Preventing Loss of a B&G 213 MHU

We have a B&G 213 wind instrument on our boat. This system has been B&G’s high end wind data input for many years. All the parts of the system as quite expensive to replace. The Mast Head Unit (MHU) is how the main navigation computer gets its information on wind speed and direction.

The B&G 213 MHU

We recently were close-hauled into 25 knots of tradewind, and the accompanying seas. We were sailing fast, and the wind angle and strength combined with the boat speed was putting the “beat” into beating into the wind. We fell off one especially large wave, and thudded down into the bottom of the wave with a smack and a shudder. Suddenly all wind data disappeared from our instruments. It was dark, the boat was sailing fast, and ocean spray was everywhere, diagnosis had to wait until morning and our arrival at the next port.

It turns out, the problem was the MHU itself. It was GONE. Nothing broken, it had just unscrewed itself and gone walkabout.

The securing wire bail on the B&G213 MHU being snapped down in place.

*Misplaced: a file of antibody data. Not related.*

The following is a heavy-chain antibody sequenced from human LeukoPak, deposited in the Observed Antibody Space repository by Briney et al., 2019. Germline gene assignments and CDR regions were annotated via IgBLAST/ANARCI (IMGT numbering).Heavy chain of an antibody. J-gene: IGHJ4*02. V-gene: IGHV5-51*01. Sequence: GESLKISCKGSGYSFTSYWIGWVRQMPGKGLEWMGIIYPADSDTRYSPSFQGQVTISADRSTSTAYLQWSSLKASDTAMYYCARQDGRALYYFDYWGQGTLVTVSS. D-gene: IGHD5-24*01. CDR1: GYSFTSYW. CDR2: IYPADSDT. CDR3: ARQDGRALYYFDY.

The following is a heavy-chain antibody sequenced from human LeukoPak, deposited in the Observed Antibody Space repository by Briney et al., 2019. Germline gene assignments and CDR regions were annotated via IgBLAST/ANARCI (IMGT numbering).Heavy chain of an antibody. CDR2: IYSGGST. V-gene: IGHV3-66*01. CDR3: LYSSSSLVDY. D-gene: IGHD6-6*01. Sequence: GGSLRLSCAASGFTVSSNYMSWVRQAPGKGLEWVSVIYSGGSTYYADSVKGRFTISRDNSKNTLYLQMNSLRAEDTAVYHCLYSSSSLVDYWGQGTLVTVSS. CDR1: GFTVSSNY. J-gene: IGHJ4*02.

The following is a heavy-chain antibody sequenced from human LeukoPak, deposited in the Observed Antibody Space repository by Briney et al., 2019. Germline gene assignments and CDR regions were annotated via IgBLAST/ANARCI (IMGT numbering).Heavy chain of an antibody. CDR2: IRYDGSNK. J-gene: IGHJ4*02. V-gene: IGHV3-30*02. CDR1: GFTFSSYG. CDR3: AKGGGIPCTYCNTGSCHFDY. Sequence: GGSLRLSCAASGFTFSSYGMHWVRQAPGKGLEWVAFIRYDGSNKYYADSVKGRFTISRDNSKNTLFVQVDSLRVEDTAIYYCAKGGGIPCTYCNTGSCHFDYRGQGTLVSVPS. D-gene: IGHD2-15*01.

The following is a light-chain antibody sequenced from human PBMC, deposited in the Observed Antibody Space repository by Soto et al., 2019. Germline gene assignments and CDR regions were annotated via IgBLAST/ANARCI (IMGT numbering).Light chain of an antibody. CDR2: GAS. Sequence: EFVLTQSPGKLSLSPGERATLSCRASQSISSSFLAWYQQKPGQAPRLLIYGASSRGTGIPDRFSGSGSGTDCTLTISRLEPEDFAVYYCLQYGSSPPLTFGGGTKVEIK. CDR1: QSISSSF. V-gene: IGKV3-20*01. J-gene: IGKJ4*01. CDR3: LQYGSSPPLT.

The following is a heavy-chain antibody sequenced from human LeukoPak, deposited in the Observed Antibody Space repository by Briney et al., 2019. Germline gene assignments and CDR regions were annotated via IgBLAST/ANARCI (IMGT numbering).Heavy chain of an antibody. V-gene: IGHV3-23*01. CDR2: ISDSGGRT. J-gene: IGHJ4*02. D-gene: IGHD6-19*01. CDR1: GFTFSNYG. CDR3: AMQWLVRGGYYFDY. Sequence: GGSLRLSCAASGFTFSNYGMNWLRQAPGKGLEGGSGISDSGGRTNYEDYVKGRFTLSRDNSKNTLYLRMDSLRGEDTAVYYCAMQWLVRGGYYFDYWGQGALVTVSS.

The MHU plugs into the mast head fitting, and then the handnut screws down to secure it, and then a wire bail clips down to prevent the nut from backing off. It looks very secure, and it has been as long as we have owned the boat. The only scenario I can think of is the pounding we took when beating into the winds, knocked the wire bail loose, and then it was only a matter of time before the nut came loose and the wind instrument took a quick trip to Davy Jones’ Locker.

Fortunately, we had a spare, which plugged in and worked straight away. But these parts are well over $1000, and I’m not especially interested in littering the bottom of the ocean with them, so we added a belt to our suspenders…

Adding a safety wire to the securing bail.

I took a bit of monel wire and tied the wire bail down. Now there is no way I can think of for the nut to come loose.

And as an aside, when attaching the MHU to the mast fitting, always give the connection pins a good coating of silicon grease, or other good waterproof dielectric grease.